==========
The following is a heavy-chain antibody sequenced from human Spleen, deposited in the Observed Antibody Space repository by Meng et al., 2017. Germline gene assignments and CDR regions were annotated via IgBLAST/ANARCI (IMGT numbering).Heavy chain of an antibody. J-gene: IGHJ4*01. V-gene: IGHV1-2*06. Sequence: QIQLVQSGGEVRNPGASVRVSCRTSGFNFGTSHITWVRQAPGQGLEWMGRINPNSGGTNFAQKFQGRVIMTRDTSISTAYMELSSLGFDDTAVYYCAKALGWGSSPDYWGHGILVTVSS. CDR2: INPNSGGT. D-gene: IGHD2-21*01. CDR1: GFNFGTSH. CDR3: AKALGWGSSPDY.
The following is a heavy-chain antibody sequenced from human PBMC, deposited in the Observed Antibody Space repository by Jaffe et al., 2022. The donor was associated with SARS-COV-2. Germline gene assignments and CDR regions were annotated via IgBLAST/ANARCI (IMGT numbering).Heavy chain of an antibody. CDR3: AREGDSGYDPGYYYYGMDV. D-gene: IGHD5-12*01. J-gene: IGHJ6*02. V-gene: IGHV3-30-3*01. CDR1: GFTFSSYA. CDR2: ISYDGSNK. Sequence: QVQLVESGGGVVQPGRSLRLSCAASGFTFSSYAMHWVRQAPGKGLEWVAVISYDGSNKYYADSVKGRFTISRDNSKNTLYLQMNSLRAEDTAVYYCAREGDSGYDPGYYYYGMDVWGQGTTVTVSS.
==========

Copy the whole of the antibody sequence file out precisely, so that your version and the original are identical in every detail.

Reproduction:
The following is a heavy-chain antibody sequenced from human Spleen, deposited in the Observed Antibody Space repository by Meng et al., 2017. Germline gene assignments and CDR regions were annotated via IgBLAST/ANARCI (IMGT numbering).Heavy chain of an antibody. J-gene: IGHJ4*01. V-gene: IGHV1-2*06. Sequence: QIQLVQSGGEVRNPGASVRVSCRTSGFNFGTSHITWVRQAPGQGLEWMGRINPNSGGTNFAQKFQGRVIMTRDTSISTAYMELSSLGFDDTAVYYCAKALGWGSSPDYWGHGILVTVSS. CDR2: INPNSGGT. D-gene: IGHD2-21*01. CDR1: GFNFGTSH. CDR3: AKALGWGSSPDY.
The following is a heavy-chain antibody sequenced from human PBMC, deposited in the Observed Antibody Space repository by Jaffe et al., 2022. The donor was associated with SARS-COV-2. Germline gene assignments and CDR regions were annotated via IgBLAST/ANARCI (IMGT numbering).Heavy chain of an antibody. CDR3: AREGDSGYDPGYYYYGMDV. D-gene: IGHD5-12*01. J-gene: IGHJ6*02. V-gene: IGHV3-30-3*01. CDR1: GFTFSSYA. CDR2: ISYDGSNK. Sequence: QVQLVESGGGVVQPGRSLRLSCAASGFTFSSYAMHWVRQAPGKGLEWVAVISYDGSNKYYADSVKGRFTISRDNSKNTLYLQMNSLRAEDTAVYYCAREGDSGYDPGYYYYGMDVWGQGTTVTVSS.